To everyone it’s apparent that rivers are always ever changing, so Heraclitus (or Plato as some would have it,) stating that you ‘can’t step twice in the same river’ is not as philosophically pithy and profound a statement about the nature of our universe as it might initially seem. Instead, it’s one of those master of the obvious things like Cyndi Lauper proclaiming that “until it ends there is no end…” in “All Through the Night;” or Yogi Berra proclaiming that no matter where you go, well there you are, which was later borrowed by Buckaroo Bonzai and the Pig Farmer in “Beyond Thunderdome.”
I was on a metal table, with my rib cage cut open and spread by an ingenious tool resembling a Medieval torture device. People with long retracter rods held my flesh open as well, and I have those bruises to this day. However it was successful and here I am preparing to binge watch the Netflix Marvel series again in preparation for the upcoming Defenders 1st season.
This morning I walked the dogs at the lake, and since I walk briskly some looked at me as a challenge, and they worked hard to pass me by, but later were huffing and puffing beside the path as I went by them a half mile later. What I didn’t tell them is that if they have to work hard to pass a 62 year old quintuple bypass survivor with a pacemaker, then they should probably see a doctor. Life’s not a sprint, but rather a progressive steady journey, take it at a reasonable pace and you will do better. While I still struggle at times when I bend over and I’m getting cataracts, I’m otherwise healthy for my age.
Bending my midsection is rough at times – hopping in the car seat can put me out of breathe, at the verge of urination, and choked up all at once. It’s just like a solar plexus punch panic attack when the spiral wiring that ties my rib cage together stimulates my vagal nerve.
Growing old is not for wusses, and I tell my friends and anyone else who listens that in the race of life I intend to finish dead last.
Future Islands has a new album dropping in April, here’s the traditional pre release tune for your enjoyment:
Purchase at Itunes:
If you are terminally cynical, aka suicidal, do not click the play button to this music video. Justin Currie wrote this after hearing the UK was entering yet another war, and it’s full of bitter cutting cynicism. If however you have the spine, the spiritual fortitude, and the plain old moxie to pull yourself out of despair, click play, wallow in it, then cry, have a beer, stand up, shake it off and Stand again.
Currie’s lyrics are masterfully written, they construct an accurate picture that portrays most of what is wrong in our times, and this poem will certainly last the ages. It’s especially fitting in these times. So listen but don’t let the bitter take you, don’t be that paranoid and hopeless one. Never surrender.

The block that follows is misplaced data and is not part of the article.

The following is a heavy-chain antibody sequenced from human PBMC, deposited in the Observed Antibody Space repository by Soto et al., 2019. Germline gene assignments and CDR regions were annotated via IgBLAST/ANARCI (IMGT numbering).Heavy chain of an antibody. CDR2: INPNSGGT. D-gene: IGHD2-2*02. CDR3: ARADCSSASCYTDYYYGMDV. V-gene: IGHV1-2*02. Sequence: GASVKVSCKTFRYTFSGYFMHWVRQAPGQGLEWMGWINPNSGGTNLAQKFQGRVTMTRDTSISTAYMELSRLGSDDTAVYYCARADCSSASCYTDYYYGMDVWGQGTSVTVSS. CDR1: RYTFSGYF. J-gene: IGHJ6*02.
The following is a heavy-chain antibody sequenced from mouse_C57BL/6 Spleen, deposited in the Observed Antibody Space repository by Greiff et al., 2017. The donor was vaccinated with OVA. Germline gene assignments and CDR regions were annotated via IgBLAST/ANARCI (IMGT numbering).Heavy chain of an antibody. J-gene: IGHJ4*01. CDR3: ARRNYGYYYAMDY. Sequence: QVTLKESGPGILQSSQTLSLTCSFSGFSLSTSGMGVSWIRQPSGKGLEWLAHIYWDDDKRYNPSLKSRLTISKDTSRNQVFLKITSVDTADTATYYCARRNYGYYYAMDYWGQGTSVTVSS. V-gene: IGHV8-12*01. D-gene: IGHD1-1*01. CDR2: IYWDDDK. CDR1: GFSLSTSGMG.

Not the type you wear either…
This is Governor Brownback’s legacy to the state of Kansas.
Long ago when I first arrived in Kansas I used to work for a person who was a self-designated “DINK” – Dual income, no kids. He was proud of the fact that he and his wife would enjoy life to the fullest by buying all the big boy toys, (he did,) and retire early (they did.) He didn’t just celebrate it, he reveled in it and rubbed people’s noses in it, sometimes sneering when he would hear of a new child to come for someone who worked with him. His usual comment was something like “well that’s a shame, there goes that hardbody…” This guy’s wife made a lot of money, and as a manager he made a respectable sum as well, but he kept his wife on a make up budget. If he wasn’t an outright libertarian then he was libertarian in nature.
The entire time I worked for him he had a pet peeve that you would hear about at least a couple of times per month. He would bitterly complain about having to pay for “other people’s kids to go to school.” It was an anathema to him, he would rant on and on about it while standing in a computer room surrounded by technology designed, created, and built by other people’s kids who attended public schools. He did it while driving in cars built by kids who attended public school, and he did it while driving down roads that they constructed. A few years later in life he had serious health issues and his life was saved by doctors who attended KU med. Even after that he never saw the hypocrisy of how he benefited from public schooling in Kansas while railing against it.
The University of Kansas has outlined the first half of about $3.8 million in cuts to academic and administrative programs expected this year at the Lawrence and Edwards campuses.
Among the programs taking significant cuts in this first-round announcement are the Kansas Geological Survey, Kansas Public Radio and the Audio Reader service for the blind and visually impaired.
Officials said the first $1.3 million in cuts announced by Provost Neeli Bendapudi on Wednesday are necessary as the university tries to manage a $7 million reduction in state funding mandated by Gov. Sam Brownback this summer.
An additional $3.7 million in state funding has been cut from the KU Medical Center budget, and officials there said the budget reduction would cause significant hardship for the medical school.
More: KU, KU Med Center reveal preliminary budget cuts required after Brownback cut funding this summer